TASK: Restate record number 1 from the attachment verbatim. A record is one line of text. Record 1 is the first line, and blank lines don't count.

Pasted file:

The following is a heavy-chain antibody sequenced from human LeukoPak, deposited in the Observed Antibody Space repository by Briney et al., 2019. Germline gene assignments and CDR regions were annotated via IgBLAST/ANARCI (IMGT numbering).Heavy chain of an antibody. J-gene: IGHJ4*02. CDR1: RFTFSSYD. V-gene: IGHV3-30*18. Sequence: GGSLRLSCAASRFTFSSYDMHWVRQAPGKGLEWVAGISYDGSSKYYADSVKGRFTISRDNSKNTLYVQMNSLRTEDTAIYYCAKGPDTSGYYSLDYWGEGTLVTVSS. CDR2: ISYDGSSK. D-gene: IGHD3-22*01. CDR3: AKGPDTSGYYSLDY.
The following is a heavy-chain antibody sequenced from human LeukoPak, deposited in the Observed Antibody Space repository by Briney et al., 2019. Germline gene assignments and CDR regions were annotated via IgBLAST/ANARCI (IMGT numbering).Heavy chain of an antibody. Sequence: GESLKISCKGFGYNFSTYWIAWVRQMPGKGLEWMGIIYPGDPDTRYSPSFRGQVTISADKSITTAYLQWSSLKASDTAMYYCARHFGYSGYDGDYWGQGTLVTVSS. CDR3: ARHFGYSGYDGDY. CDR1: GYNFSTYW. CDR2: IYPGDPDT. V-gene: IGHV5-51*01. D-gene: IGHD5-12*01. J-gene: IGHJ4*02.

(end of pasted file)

The following is a heavy-chain antibody sequenced from human LeukoPak, deposited in the Observed Antibody Space repository by Briney et al., 2019. Germline gene assignments and CDR regions were annotated via IgBLAST/ANARCI (IMGT numbering).Heavy chain of an antibody. J-gene: IGHJ4*02. CDR1: RFTFSSYD. V-gene: IGHV3-30*18. Sequence: GGSLRLSCAASRFTFSSYDMHWVRQAPGKGLEWVAGISYDGSSKYYADSVKGRFTISRDNSKNTLYVQMNSLRTEDTAIYYCAKGPDTSGYYSLDYWGEGTLVTVSS. CDR2: ISYDGSSK. D-gene: IGHD3-22*01. CDR3: AKGPDTSGYYSLDY.